Genetic association studies typically we have up to 10^7 genetic markers and between 10^3 and 10^5 study subjects, and so they often face a “too many predictors” problem requiring further assumptions. Sparsity assumptions were popular in the past, but they were never justified and we now appreciate that nature is far from sparse. The reality of large numbers of weak causal effects means that methods to deal with overfitting must be chosen carefully. I will show that the assumptions underlying current widely-used software are problematic, and describe our alternative model. With the size of current datasets and concerns about privacy of genetic information, many studies only make available summary statistics of association and not individual genotype data. A recently-developed method for heritability analyses using only summary statistics is subject to a similar criticism, and we propose a similar remedy. For some analyses our new results are strikingly different from those previously published, with big implications for our understanding of genetic architecture and priorities for future studies.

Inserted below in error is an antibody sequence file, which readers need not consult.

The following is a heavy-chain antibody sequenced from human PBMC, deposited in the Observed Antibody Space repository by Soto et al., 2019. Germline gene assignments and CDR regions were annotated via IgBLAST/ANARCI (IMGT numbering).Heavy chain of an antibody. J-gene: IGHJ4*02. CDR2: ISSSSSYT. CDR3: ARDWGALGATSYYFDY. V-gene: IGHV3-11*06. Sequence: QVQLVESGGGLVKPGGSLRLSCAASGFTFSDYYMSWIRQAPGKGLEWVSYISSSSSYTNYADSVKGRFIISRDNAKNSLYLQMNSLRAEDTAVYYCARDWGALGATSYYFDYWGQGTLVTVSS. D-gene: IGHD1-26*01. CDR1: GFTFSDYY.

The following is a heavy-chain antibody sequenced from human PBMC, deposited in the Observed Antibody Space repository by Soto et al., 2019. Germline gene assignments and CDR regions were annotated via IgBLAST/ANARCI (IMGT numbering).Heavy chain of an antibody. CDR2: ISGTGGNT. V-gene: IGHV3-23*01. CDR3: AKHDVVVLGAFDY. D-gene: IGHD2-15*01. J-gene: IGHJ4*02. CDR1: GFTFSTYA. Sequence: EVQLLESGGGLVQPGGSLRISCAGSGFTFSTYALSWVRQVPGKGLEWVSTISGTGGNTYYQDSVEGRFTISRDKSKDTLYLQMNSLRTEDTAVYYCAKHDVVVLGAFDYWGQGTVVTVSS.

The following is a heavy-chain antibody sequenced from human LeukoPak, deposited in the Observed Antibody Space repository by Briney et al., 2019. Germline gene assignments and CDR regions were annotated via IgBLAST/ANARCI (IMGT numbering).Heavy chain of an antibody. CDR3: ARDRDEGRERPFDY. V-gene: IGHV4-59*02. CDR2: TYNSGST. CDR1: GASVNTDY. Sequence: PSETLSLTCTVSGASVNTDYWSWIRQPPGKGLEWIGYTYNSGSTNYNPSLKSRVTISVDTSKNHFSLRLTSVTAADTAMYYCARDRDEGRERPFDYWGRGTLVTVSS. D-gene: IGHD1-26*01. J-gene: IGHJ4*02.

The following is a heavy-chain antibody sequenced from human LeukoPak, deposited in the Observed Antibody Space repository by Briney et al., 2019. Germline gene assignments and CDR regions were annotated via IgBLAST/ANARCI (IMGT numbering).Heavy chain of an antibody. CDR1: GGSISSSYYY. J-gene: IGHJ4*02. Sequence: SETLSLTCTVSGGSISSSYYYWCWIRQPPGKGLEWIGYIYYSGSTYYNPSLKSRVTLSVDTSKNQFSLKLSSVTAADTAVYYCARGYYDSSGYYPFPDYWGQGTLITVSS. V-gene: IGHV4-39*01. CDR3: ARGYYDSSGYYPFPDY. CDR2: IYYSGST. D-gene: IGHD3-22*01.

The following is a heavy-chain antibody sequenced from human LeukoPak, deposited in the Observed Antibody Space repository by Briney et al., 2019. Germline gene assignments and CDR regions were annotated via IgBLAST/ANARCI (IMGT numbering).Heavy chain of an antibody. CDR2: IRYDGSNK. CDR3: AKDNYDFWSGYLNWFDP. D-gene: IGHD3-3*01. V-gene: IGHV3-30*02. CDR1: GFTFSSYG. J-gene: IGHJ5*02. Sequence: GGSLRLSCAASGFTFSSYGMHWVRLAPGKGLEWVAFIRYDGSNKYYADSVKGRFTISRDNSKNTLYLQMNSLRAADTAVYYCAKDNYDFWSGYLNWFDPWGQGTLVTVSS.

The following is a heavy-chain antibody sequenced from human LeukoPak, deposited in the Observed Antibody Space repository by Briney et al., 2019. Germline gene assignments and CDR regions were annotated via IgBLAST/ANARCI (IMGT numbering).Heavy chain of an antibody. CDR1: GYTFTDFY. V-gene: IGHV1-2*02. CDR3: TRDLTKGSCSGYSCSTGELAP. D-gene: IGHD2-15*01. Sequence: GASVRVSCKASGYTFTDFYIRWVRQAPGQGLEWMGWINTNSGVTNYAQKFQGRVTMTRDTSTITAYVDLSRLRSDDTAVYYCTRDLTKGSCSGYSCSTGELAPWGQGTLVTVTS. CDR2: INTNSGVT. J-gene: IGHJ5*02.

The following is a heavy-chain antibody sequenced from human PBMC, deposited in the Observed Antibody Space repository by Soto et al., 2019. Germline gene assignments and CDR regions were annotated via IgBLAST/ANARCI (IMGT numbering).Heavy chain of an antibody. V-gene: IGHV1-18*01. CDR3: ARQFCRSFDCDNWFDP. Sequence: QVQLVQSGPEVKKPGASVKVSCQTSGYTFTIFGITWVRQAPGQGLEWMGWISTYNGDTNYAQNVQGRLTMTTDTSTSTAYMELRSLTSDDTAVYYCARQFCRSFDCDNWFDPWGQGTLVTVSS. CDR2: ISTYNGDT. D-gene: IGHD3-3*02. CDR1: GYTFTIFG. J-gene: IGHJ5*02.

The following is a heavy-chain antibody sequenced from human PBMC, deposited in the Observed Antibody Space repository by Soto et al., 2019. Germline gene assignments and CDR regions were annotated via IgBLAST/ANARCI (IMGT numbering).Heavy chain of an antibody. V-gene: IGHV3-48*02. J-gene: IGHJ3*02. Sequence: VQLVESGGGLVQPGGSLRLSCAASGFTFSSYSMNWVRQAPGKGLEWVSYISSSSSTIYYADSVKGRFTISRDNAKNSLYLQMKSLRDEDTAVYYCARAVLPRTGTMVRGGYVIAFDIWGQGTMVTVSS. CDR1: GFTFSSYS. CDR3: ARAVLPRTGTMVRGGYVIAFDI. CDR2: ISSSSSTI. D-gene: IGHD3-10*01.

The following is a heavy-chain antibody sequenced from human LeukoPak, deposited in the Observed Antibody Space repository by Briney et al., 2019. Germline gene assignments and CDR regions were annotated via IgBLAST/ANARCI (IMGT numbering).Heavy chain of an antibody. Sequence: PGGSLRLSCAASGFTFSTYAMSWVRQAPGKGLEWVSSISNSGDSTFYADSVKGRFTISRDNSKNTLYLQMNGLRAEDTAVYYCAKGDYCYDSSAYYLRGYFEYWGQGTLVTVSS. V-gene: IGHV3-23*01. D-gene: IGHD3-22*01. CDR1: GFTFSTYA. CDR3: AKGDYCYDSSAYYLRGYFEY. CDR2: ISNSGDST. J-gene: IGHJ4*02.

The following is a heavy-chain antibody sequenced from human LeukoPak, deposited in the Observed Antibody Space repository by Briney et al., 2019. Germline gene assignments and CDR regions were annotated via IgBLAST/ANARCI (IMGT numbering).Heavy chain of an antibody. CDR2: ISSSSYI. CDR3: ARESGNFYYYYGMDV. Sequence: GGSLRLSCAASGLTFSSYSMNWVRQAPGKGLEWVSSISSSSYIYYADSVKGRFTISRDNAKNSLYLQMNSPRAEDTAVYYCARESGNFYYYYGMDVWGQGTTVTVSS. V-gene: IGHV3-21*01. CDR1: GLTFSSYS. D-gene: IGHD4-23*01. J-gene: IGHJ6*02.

This is joint work with Doug Speed, of Aarhus Institute of Advanced Studies, Denmark.